|The clerical caste under Francis is not about to let go of their grasp on the Holy Spirit. Although in this case the dove got away. There's a message there for Francis and his limited ideas of reform.|
After reading NCR's article and a translation of yesterday's interview with Pope Francis in the Italian newspaper Corriere della Sera I felt like a light had dawned on a dark area and some of my confusion cleared. I was also sick to my stomach. Pope Francis' take on the abuse crisis could have been written by Bill Donohue. Really, if I had not gotten so excited about Francis last spring, I should have seen this coming along time ago. None of the Cardinals on his group of 8 have stellar records when it comes to the victims of the abuse crisis and that includes Cardinal O'Malley. Cardinals Maradiaga and Pell are on record for statements that clearly indicate their concern was far more about offending priests than it was victims. Francis' record in Argentina also shows he put priesthood before victim. I'll get back to that point, but first the following is from the Southern Italian newspaper Gazzeta del Sul and gives yet more insight into where Francis' allegiances really lie.
Pope says he 'shares pain' of wrongly accused priests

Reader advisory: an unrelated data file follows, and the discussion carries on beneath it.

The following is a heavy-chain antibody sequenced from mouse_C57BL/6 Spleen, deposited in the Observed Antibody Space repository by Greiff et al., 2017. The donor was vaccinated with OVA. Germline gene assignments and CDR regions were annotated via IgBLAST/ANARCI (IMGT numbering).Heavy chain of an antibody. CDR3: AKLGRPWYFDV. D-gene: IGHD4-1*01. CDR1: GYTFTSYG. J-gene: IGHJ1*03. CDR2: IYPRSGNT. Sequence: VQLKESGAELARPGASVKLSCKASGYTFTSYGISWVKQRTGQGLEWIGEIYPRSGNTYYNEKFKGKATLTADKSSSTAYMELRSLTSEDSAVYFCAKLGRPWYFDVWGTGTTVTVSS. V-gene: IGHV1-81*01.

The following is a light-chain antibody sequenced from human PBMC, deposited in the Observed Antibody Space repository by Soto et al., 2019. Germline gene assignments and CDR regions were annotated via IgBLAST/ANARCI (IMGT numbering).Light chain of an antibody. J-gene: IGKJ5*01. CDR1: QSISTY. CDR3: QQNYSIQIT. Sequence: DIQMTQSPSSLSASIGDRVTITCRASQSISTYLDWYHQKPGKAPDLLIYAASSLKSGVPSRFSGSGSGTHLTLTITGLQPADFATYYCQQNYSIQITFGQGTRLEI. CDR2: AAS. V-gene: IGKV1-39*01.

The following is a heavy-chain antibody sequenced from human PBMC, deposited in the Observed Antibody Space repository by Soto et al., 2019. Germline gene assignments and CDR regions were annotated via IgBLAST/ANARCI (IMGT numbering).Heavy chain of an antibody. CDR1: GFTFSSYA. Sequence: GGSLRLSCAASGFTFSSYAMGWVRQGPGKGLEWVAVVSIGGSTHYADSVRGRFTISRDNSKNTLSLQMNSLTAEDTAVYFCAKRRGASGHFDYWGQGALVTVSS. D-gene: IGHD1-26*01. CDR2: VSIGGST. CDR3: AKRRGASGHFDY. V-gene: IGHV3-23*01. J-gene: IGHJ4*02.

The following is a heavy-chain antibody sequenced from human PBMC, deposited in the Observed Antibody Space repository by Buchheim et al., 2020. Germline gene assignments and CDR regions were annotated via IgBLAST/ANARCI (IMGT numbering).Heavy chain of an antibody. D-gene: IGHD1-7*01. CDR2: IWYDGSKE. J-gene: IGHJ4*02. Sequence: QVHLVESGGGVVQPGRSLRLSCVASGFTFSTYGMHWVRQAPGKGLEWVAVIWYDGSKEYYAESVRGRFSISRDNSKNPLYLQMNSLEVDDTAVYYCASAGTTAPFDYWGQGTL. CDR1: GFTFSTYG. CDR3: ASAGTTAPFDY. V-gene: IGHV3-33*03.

False claims of child prostitution ring hurt many, says FrancisVatican City, March 6 - Pope Francis told a group of Rome priests Thursday that he "shared the pain" of priests suffering "unjust wounds" caused by allegations against some of them. "Lots of people have been injured, by material problems, by scandals, including in the Church," the pope said during a meeting with priests inside the Vatican. He was referring to an incident in March 2013 when former priest Patrizio Poggi was convicted and sent to prison for five years for pedophilia, and also denounced other priests, saying they were involved in a child prostitution ring. Police later said his claims were unfounded and Poggi was charged with aggravated slander. According to police, his accusations were driven by "resentment tied to personal reasons". The pope said the case hurt many in the Church. "I shared the pain of some of you, of the entire priesthood, for the accusations made against a group of you," Francis told the meeting. "I have talked to some of you who have been accused and saw the pain of these unjust wounds, (this) madness, and I want to say publicly that I am close to (you)," he said. Francis said he also apologized on behalf of the Church because the false accusations came from within its ranks His comments come following an interview published Wednesday, in which Pope Francis defended the Church's response to a long series of scandals about child sex abuse by clergymen.